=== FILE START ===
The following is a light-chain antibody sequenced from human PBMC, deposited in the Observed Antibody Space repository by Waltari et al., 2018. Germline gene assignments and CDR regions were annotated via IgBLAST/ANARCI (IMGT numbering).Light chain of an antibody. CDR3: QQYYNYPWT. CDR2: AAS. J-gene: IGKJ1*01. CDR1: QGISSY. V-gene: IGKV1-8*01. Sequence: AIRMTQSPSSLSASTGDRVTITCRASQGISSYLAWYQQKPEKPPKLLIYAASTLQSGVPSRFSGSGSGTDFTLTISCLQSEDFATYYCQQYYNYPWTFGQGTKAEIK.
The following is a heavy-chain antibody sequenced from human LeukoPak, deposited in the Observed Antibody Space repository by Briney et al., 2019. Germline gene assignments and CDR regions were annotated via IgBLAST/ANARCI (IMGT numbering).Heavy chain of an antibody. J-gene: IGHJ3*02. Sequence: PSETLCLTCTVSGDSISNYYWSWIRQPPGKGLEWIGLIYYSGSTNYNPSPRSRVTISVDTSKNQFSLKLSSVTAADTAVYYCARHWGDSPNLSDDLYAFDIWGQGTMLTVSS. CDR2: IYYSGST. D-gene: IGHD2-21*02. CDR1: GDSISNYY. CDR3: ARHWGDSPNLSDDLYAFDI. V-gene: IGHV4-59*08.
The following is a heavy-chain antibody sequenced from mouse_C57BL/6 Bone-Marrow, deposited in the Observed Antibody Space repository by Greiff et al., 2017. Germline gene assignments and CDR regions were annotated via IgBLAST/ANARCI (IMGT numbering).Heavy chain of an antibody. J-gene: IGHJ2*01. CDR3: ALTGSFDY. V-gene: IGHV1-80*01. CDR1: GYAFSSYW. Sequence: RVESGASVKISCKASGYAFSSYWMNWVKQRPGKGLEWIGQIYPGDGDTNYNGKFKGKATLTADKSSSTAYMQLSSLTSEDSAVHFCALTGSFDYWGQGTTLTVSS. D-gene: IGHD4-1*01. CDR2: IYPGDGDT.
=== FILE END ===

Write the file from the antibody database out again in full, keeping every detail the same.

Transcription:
The following is a light-chain antibody sequenced from human PBMC, deposited in the Observed Antibody Space repository by Waltari et al., 2018. Germline gene assignments and CDR regions were annotated via IgBLAST/ANARCI (IMGT numbering).Light chain of an antibody. CDR3: QQYYNYPWT. CDR2: AAS. J-gene: IGKJ1*01. CDR1: QGISSY. V-gene: IGKV1-8*01. Sequence: AIRMTQSPSSLSASTGDRVTITCRASQGISSYLAWYQQKPEKPPKLLIYAASTLQSGVPSRFSGSGSGTDFTLTISCLQSEDFATYYCQQYYNYPWTFGQGTKAEIK.
The following is a heavy-chain antibody sequenced from human LeukoPak, deposited in the Observed Antibody Space repository by Briney et al., 2019. Germline gene assignments and CDR regions were annotated via IgBLAST/ANARCI (IMGT numbering).Heavy chain of an antibody. J-gene: IGHJ3*02. Sequence: PSETLCLTCTVSGDSISNYYWSWIRQPPGKGLEWIGLIYYSGSTNYNPSPRSRVTISVDTSKNQFSLKLSSVTAADTAVYYCARHWGDSPNLSDDLYAFDIWGQGTMLTVSS. CDR2: IYYSGST. D-gene: IGHD2-21*02. CDR1: GDSISNYY. CDR3: ARHWGDSPNLSDDLYAFDI. V-gene: IGHV4-59*08.
The following is a heavy-chain antibody sequenced from mouse_C57BL/6 Bone-Marrow, deposited in the Observed Antibody Space repository by Greiff et al., 2017. Germline gene assignments and CDR regions were annotated via IgBLAST/ANARCI (IMGT numbering).Heavy chain of an antibody. J-gene: IGHJ2*01. CDR3: ALTGSFDY. V-gene: IGHV1-80*01. CDR1: GYAFSSYW. Sequence: RVESGASVKISCKASGYAFSSYWMNWVKQRPGKGLEWIGQIYPGDGDTNYNGKFKGKATLTADKSSSTAYMQLSSLTSEDSAVHFCALTGSFDYWGQGTTLTVSS. D-gene: IGHD4-1*01. CDR2: IYPGDGDT.